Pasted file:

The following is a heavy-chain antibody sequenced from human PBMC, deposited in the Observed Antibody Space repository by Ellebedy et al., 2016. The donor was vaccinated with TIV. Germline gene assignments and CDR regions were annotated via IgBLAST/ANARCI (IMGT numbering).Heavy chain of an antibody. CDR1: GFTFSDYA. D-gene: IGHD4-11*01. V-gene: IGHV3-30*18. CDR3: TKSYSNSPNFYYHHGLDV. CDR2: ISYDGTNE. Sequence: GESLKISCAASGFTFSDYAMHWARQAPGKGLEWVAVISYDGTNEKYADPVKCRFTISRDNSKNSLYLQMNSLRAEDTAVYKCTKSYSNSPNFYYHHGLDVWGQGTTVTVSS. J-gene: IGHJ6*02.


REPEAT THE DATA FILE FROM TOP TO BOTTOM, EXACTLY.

The following is a heavy-chain antibody sequenced from human PBMC, deposited in the Observed Antibody Space repository by Ellebedy et al., 2016. The donor was vaccinated with TIV. Germline gene assignments and CDR regions were annotated via IgBLAST/ANARCI (IMGT numbering).Heavy chain of an antibody. CDR1: GFTFSDYA. D-gene: IGHD4-11*01. V-gene: IGHV3-30*18. CDR3: TKSYSNSPNFYYHHGLDV. CDR2: ISYDGTNE. Sequence: GESLKISCAASGFTFSDYAMHWARQAPGKGLEWVAVISYDGTNEKYADPVKCRFTISRDNSKNSLYLQMNSLRAEDTAVYKCTKSYSNSPNFYYHHGLDVWGQGTTVTVSS. J-gene: IGHJ6*02.